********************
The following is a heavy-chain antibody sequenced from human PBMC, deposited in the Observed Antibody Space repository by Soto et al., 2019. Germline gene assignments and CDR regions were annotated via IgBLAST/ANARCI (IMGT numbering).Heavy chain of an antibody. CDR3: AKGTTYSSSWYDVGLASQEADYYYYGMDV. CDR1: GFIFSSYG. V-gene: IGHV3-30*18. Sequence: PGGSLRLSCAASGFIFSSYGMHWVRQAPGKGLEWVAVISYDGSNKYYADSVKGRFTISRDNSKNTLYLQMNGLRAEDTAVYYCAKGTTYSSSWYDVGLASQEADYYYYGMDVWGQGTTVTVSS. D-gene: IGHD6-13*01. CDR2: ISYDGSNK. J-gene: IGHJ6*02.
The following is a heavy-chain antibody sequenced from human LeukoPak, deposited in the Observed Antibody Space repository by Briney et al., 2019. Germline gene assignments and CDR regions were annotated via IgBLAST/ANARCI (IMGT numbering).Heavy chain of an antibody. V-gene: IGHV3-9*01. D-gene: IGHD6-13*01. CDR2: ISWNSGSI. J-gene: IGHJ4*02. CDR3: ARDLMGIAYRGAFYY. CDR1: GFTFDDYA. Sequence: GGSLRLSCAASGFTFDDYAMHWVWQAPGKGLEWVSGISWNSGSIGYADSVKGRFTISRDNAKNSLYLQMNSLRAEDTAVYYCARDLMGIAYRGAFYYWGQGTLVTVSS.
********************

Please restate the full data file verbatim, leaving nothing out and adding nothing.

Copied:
The following is a heavy-chain antibody sequenced from human PBMC, deposited in the Observed Antibody Space repository by Soto et al., 2019. Germline gene assignments and CDR regions were annotated via IgBLAST/ANARCI (IMGT numbering).Heavy chain of an antibody. CDR3: AKGTTYSSSWYDVGLASQEADYYYYGMDV. CDR1: GFIFSSYG. V-gene: IGHV3-30*18. Sequence: PGGSLRLSCAASGFIFSSYGMHWVRQAPGKGLEWVAVISYDGSNKYYADSVKGRFTISRDNSKNTLYLQMNGLRAEDTAVYYCAKGTTYSSSWYDVGLASQEADYYYYGMDVWGQGTTVTVSS. D-gene: IGHD6-13*01. CDR2: ISYDGSNK. J-gene: IGHJ6*02.
The following is a heavy-chain antibody sequenced from human LeukoPak, deposited in the Observed Antibody Space repository by Briney et al., 2019. Germline gene assignments and CDR regions were annotated via IgBLAST/ANARCI (IMGT numbering).Heavy chain of an antibody. V-gene: IGHV3-9*01. D-gene: IGHD6-13*01. CDR2: ISWNSGSI. J-gene: IGHJ4*02. CDR3: ARDLMGIAYRGAFYY. CDR1: GFTFDDYA. Sequence: GGSLRLSCAASGFTFDDYAMHWVWQAPGKGLEWVSGISWNSGSIGYADSVKGRFTISRDNAKNSLYLQMNSLRAEDTAVYYCARDLMGIAYRGAFYYWGQGTLVTVSS.